>>>      worms.  I'm an amateur in that regard, though I think I have a pretty 
>>>      decent practical ability to translate ancient Hebrew.  Let me simply 
>>>      raise a few questions as the sort of thing I think one must wrestle with 
>>>      in asking about (or making) translations.  (1) How does one translate 
>>>      a flat, pedestrian, perchance even borderline ungrammatical text (like 
>>>      Mark's Gospel)?  Does one render it in rich, euphonious, 
>>>      stylistically striking English because it is "Holy Writ"?  Or does 
>>>      one respect the way the text would have been perceived by its original 
>>>      audience, and render it in flat, pedestrian, borderline ungrammatical 
>>>      English? (2) What impact should one's intended audience have on one's 
>>>      translation choices?  Should one translate differently when the 
>>>      result is intended for liturgical proclamation versus when the result is 
>>>      intended for technical study by students innocent of the original 
>>>      languages?  (3) How does one handle issues like ambiguity?  
>>>      (This in particular should interest people whose metier is the 
>>>      interpretation of difficult poetry!)  Is it one's job to 
>>>      disambiguate, so that the translation's reader gets a clear understanding 
>>>      from the text (but is deprived of the experience of reading a text that is 
>>> not soclear)?  Or is it one's job to 
>>>      preserve, insofar as possible, the ambivalences of the original in 
>>>      translation, so that the reader of the translation, just like the reader 
>>>      of the original, is responsible for choosing among the ambiguities?  
>>>      (4) If one is translating poetry, which of its nature is as much an 
>>>      experience of verbal music as of lexemes, does one translate it 
>>>      "faithfully" if one's translation is prose?  Or would that reduce the 
>>>      three dimensions of syntax, semantics and style to two, and thereby 
>>>      deprive the poetry of precisely what makes it be what it is?  (Close 
>>>      to half of the Old Testament is poetry....)
>>>As to the NRSV, I find 
>>>      it quite satisfactory for classroom use.  It is, on the whole, an 
>>>      accurate rendering of the semantic meaning of the original Greek, Hebrew, 
>>>      and Aramaic.  On the other hand, the NRSV's commitment to 
>>>      gender-inclusive translation, while politically correct (and, in general, 
>>>      not entailing any betrayal of the original languages), makes it slightly 
>>>      more difficult to work with as a substitute for the original.  It is, 
>>>      I agree, not as mellifluous as the NJB (or, even more so, the earlier 
>>>      JB).  But the NJB (and, even more so, the earlier JB) sometimes makes 
>>>      translation choices that are not always the most accurate renderings of 
>>>      the original (in the opinions of many).  So how does one weigh the 
>>>      options?  How many semantic flaws counterbalance a superbly turned 
>>>      English phrase?  And vice versa.
>>>As for Eliot's comment about 
>>>      feeding pearls to pigs, I agree heartily that that phrase clunks, whereas 
>>>      "casting pearls before swine" has glorious resonance.  (Some [all?] 
>>>      of that resonance, of course, comes from our familiarity.  I note, 
>>>      for instance, that "feeding pearls to pigs" has an alliterative quality 
>>>      lacking in the other, which those who prefer the traditional version 
>>>      either overlook or consider of no value.  I think it would be very 
>>>      interesting to know precisely what those who consider the traditional 
>>>      rendering stylistically preferable would point to as its superior 
>>>      qualities.)  My questions, however, would be what Eliot means by "the 
>>>      meaning is quite destroyed."  I have no doubt at all that he was 
>>>      quite at home in Greek.  But is that what he means here?  Does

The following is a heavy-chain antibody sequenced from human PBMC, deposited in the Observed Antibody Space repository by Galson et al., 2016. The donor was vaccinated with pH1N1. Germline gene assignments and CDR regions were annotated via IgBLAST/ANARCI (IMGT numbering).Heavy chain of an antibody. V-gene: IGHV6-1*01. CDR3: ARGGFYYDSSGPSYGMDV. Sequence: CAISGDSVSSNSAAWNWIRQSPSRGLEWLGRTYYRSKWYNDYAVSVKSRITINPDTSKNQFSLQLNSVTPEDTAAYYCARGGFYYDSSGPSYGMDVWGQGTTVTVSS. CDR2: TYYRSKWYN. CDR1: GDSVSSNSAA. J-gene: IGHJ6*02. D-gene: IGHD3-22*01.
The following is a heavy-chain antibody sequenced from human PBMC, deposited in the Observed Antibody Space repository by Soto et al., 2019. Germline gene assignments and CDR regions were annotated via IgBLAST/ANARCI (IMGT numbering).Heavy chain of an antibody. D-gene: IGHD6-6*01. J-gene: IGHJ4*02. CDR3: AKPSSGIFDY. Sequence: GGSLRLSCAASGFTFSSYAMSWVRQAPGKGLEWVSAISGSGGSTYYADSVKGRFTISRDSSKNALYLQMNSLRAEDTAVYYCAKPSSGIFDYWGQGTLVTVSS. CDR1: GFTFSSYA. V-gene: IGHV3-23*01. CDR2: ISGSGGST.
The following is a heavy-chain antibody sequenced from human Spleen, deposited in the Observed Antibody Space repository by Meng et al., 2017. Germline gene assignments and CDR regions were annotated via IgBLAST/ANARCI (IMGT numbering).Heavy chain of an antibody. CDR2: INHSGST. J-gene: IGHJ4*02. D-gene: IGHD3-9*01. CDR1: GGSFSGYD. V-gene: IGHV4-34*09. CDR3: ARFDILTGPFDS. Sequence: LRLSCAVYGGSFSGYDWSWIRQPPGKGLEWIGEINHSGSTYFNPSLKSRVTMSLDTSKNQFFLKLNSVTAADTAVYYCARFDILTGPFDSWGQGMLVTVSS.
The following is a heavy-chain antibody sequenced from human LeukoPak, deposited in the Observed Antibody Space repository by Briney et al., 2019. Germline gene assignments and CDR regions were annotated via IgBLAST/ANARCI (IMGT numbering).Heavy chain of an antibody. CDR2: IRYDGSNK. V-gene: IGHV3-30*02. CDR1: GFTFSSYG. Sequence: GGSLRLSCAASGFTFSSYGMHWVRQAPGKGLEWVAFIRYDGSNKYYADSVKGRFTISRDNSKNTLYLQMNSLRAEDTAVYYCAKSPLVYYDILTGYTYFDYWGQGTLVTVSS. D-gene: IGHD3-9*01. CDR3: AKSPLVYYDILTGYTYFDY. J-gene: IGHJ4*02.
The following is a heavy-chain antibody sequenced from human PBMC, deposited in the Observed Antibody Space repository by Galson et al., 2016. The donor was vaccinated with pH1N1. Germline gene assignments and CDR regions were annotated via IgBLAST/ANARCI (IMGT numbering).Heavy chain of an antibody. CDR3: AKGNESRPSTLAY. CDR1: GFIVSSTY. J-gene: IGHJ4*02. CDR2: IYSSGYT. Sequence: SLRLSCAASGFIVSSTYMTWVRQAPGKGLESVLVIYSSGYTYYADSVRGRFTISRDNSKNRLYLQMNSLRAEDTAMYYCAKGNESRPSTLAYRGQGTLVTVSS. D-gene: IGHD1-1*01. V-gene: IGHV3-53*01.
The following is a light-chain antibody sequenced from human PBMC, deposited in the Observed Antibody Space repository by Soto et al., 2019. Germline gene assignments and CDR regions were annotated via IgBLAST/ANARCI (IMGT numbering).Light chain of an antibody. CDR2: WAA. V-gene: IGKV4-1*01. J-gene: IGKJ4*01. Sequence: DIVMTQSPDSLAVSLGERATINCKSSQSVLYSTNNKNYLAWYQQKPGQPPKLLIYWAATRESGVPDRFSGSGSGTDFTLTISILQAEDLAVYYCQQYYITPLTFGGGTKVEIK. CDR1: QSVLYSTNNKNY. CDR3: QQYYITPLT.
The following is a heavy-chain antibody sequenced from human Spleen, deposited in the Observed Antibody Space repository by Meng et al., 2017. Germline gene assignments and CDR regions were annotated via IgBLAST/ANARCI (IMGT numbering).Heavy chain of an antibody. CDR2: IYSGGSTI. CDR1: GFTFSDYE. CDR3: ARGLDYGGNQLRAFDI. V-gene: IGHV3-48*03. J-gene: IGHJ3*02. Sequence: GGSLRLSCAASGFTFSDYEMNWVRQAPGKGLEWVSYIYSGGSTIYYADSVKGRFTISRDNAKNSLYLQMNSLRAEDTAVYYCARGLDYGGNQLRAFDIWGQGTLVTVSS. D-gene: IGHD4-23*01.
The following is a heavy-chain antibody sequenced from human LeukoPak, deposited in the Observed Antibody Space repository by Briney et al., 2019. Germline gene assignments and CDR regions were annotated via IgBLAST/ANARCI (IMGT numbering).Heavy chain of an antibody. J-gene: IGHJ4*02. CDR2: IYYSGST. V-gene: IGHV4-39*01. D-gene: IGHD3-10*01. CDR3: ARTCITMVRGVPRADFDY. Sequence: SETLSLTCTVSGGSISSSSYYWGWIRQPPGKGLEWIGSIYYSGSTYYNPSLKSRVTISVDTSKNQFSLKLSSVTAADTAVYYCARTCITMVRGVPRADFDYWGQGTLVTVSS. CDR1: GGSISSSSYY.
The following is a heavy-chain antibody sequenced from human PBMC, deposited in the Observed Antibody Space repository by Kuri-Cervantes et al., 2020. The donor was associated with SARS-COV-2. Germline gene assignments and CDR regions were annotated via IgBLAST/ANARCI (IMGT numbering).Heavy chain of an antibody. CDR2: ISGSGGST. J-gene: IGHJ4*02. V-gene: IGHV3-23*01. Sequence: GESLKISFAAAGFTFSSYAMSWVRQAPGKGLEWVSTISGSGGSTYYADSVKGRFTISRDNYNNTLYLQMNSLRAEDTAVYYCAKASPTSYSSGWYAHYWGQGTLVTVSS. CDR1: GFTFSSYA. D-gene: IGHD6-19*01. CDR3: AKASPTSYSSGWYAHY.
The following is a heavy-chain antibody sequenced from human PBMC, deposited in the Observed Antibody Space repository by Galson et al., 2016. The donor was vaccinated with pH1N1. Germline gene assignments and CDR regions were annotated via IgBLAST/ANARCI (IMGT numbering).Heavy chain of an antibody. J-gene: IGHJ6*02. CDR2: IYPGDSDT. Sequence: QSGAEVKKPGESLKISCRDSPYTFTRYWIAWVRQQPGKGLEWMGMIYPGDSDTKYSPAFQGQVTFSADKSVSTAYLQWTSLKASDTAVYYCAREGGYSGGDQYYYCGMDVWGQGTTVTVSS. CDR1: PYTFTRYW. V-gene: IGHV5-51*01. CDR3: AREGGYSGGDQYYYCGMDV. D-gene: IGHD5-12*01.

>>>      he mean "the meaning [that the original author's word choices suggest he 
>>>      intended to communicate to his audience] is quite destroyed" or does he 
>>>      mean "the meaning [I am used to and love from the tradition] is quite 
>>>      destroyed"?
>>>Jerry Walsh
 From: Peter Montgomery 
>>>      <[log in to unmask]>
>>>To: [log in to unmask]
>>>Sent: Thu, January 21, 2010 9:02:53 
>>>      PM
>>>Subject: Re: TS Eliot: 
>>>      "the heart of light"
>>>Yes!! I have Eliot's article in the 
>>>      Times somewhere.
>>>A very thorough 
>>>      review.
>>>----- Original Message ----- 
>>>      "Rickard A. Parker" <[log in to unmask]>
>>>      <[log in to unmask]>
>>>      Thursday, January 21, 2010 4:19 PM
>>>Subject: Re: TS Eliot: "the heart of 
>>>      light"
>>>> Peter Montgomery wrote:
>>>> >
>>>> > 
>>>      As for the NRSV I would appreciate any general thoughts you have 
>>>      about
>>>its language quality.
>>>> > It has been adopted by the 
>>>      Catholic Church in Canada as THE official
>>>translation for use in 
>>>      liturgies. As a proclaimer of the word and an english
>>>teacher, I am 
>>>      astounded at the grammatical laxness especially in sentence
>>>      and paragraphing. In some cases
>>>> > I have found it nigh on 
>>>      impossible to proclaim in such a way that it
>>>makes real sense.
>>>      >
>>>> > I fear accuracy of translation has triumphed over all 
>>>      other values
>>>including the
>>>> > real meaning of the 
>>>      original.
>>>> >
>>>> > Frankly I'm appalled. The New 
>>>      Jerusalem Bible is sweet poetry in
>>>      An Eliot quote:
>>>>    After a few pleasantries, he asked me 
>>>      if I had read The New English
>>>>    Bible.  When I 
>>>      said I hadn't he said, "I think you will be dismayed by
>>>        it, as I am, William.  Not just stylistic losses, nuances 
>>>      gone,
>>>>    forced, but, for example, instead 
>>>      of being admonished not to cast
>>>>    before 
>>>      swine, we are now instructed, 'Do not feed your pearls to 
>>>      pigs'
>>>>    -- and so the meaning is quite 
>>>      destroyed."
>>>> William Turner Levy was an American 
>>>      Episcopal priest who, although much
>>>> younger than Eliot became 
>>>      friends with him. Turner wrote of Eliot and
>>>> their correspondence 
>>>      in the book:
>>>>      William Turner Levy and Victor 
>>>      Scherle,
>>>>      "Affectionately, T.S. 
>>>      Eliot"
>>>>      J.B. Lippincott, New York, 1968
>>>      The quote above was from page 127
>>>> Regards,
>>>          Rick 
>>>    Parker